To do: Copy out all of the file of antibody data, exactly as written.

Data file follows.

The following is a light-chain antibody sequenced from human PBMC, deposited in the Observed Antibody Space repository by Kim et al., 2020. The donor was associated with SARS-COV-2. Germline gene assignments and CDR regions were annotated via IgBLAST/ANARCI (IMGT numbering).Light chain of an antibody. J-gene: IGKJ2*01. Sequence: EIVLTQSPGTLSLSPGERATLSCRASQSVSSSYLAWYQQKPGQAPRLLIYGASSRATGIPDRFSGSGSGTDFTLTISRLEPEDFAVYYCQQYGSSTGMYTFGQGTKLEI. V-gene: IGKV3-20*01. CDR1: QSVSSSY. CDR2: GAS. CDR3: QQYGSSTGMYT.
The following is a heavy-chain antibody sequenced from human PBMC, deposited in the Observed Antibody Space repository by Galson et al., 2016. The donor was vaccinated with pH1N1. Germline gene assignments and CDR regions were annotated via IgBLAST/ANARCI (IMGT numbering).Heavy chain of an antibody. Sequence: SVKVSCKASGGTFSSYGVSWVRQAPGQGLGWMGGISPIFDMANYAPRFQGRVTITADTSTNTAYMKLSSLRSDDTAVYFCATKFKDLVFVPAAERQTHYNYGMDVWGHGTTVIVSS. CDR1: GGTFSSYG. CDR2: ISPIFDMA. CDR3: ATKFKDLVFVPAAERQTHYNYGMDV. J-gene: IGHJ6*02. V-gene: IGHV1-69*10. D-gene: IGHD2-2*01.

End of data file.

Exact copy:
The following is a light-chain antibody sequenced from human PBMC, deposited in the Observed Antibody Space repository by Kim et al., 2020. The donor was associated with SARS-COV-2. Germline gene assignments and CDR regions were annotated via IgBLAST/ANARCI (IMGT numbering).Light chain of an antibody. J-gene: IGKJ2*01. Sequence: EIVLTQSPGTLSLSPGERATLSCRASQSVSSSYLAWYQQKPGQAPRLLIYGASSRATGIPDRFSGSGSGTDFTLTISRLEPEDFAVYYCQQYGSSTGMYTFGQGTKLEI. V-gene: IGKV3-20*01. CDR1: QSVSSSY. CDR2: GAS. CDR3: QQYGSSTGMYT.
The following is a heavy-chain antibody sequenced from human PBMC, deposited in the Observed Antibody Space repository by Galson et al., 2016. The donor was vaccinated with pH1N1. Germline gene assignments and CDR regions were annotated via IgBLAST/ANARCI (IMGT numbering).Heavy chain of an antibody. Sequence: SVKVSCKASGGTFSSYGVSWVRQAPGQGLGWMGGISPIFDMANYAPRFQGRVTITADTSTNTAYMKLSSLRSDDTAVYFCATKFKDLVFVPAAERQTHYNYGMDVWGHGTTVIVSS. CDR1: GGTFSSYG. CDR2: ISPIFDMA. CDR3: ATKFKDLVFVPAAERQTHYNYGMDV. J-gene: IGHJ6*02. V-gene: IGHV1-69*10. D-gene: IGHD2-2*01.